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Are you treating pain adequately for procedures?
Many children are given no pain meds
If a child was undergoing an intravenous (IV) catheter placement, would you offer anything to relieve the pain? The answer for many ED nurses would be "no," according to a new study.1
Researchers reviewed 1,727 procedures performed in 1,210 children undergoing venipuncture, intravenous (IV) catheter placement, fingersticks, intramuscular (IM) or subcutaneous injections, urethral catheterization, or nasogastric tube placement. They found that almost none received any pain management.
These minor procedures usually are done by ED nurses and pain management hasn't been part of the standard of care, says Kelly D. Young, MD, MS, one of the study's authors and director of pediatric emergency medicine and pain management education at Harbor — University of California Los Angeles Medical Center in Torrance. "However, there are pain management methods available," she says. "They just take a change in culture and maybe somebody to be the patient's advocate." Here are interventions for these procedures, suggested by Young:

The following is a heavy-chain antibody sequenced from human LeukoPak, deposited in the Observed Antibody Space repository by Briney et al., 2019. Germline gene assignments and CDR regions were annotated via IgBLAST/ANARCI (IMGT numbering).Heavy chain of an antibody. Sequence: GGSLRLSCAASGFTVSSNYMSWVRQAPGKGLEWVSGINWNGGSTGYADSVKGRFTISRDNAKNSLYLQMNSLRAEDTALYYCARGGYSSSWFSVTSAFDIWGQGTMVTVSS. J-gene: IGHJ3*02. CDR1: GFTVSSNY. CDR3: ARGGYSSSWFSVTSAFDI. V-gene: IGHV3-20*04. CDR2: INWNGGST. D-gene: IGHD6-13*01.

Educate yourself on the different ways to manage pain and create protocols for their use in your ED, advises Young. "Then strive to make use of pain management methods the new standard of care," she says. Nurses also can advocate for pain management with physicians who are performing incision and drainage of abscesses and infant lumbar punctures, says Young. "Have staffing and physical space set up so that procedural sedation can be used for abscesses and complex lacerations," she suggests.
At Children's Healthcare of Atlanta, ED nurses initiate pre-procedural pain management for venipuncture, IV catheter placement, fingersticks, and IM injections, using protocols that allow the application of a topical anesthetic and cold spray before any type of invasive stick, including lumbar punctures, reports Marianne Hatfield, RN, BSN, system director of emergency services. "We are also actively participating in a study with the physicians on one of our campuses to instill viscous lidocaine prior to insertion to decrease the pain associated with urethral catheterization," she reports.
As an ED nurse, it's your role to advocate for pain control or medication when your patient is in pain, says Hatfield. "Every patient is assessed for pain at triage," she says. "We begin pain control or preparation for potentially painful procedures at that time."
Depending on the child's age, local anesthetics, oral, or IV sedation medications are given before fracture reduction, laceration repair, or abscess incision and drainage, Hatfield says. "There is usually some discussion between the nurse and the physician regarding what they feel will work best for each patient, but no patient undergoes any of these procedures without pain management," she says.
For more information on pediatric pain management in the ED, contact: